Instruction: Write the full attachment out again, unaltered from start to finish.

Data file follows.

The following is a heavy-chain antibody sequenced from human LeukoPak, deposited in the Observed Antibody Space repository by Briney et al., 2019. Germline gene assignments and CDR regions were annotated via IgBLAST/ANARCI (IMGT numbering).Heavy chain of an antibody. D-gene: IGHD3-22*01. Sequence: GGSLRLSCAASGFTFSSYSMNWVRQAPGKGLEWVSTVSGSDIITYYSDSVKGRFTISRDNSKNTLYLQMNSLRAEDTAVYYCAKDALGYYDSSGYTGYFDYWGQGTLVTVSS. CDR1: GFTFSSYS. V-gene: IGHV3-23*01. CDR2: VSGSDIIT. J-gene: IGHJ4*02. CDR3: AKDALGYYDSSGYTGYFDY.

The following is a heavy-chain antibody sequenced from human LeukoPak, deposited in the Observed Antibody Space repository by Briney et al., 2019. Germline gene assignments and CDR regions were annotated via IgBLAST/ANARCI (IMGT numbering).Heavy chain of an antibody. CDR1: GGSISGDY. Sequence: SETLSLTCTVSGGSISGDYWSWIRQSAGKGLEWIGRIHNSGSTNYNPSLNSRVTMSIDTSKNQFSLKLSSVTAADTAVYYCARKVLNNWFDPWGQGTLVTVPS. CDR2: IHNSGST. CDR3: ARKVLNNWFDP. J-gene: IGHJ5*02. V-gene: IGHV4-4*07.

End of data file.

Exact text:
The following is a heavy-chain antibody sequenced from human LeukoPak, deposited in the Observed Antibody Space repository by Briney et al., 2019. Germline gene assignments and CDR regions were annotated via IgBLAST/ANARCI (IMGT numbering).Heavy chain of an antibody. D-gene: IGHD3-22*01. Sequence: GGSLRLSCAASGFTFSSYSMNWVRQAPGKGLEWVSTVSGSDIITYYSDSVKGRFTISRDNSKNTLYLQMNSLRAEDTAVYYCAKDALGYYDSSGYTGYFDYWGQGTLVTVSS. CDR1: GFTFSSYS. V-gene: IGHV3-23*01. CDR2: VSGSDIIT. J-gene: IGHJ4*02. CDR3: AKDALGYYDSSGYTGYFDY.

The following is a heavy-chain antibody sequenced from human LeukoPak, deposited in the Observed Antibody Space repository by Briney et al., 2019. Germline gene assignments and CDR regions were annotated via IgBLAST/ANARCI (IMGT numbering).Heavy chain of an antibody. CDR1: GGSISGDY. Sequence: SETLSLTCTVSGGSISGDYWSWIRQSAGKGLEWIGRIHNSGSTNYNPSLNSRVTMSIDTSKNQFSLKLSSVTAADTAVYYCARKVLNNWFDPWGQGTLVTVPS. CDR2: IHNSGST. CDR3: ARKVLNNWFDP. J-gene: IGHJ5*02. V-gene: IGHV4-4*07.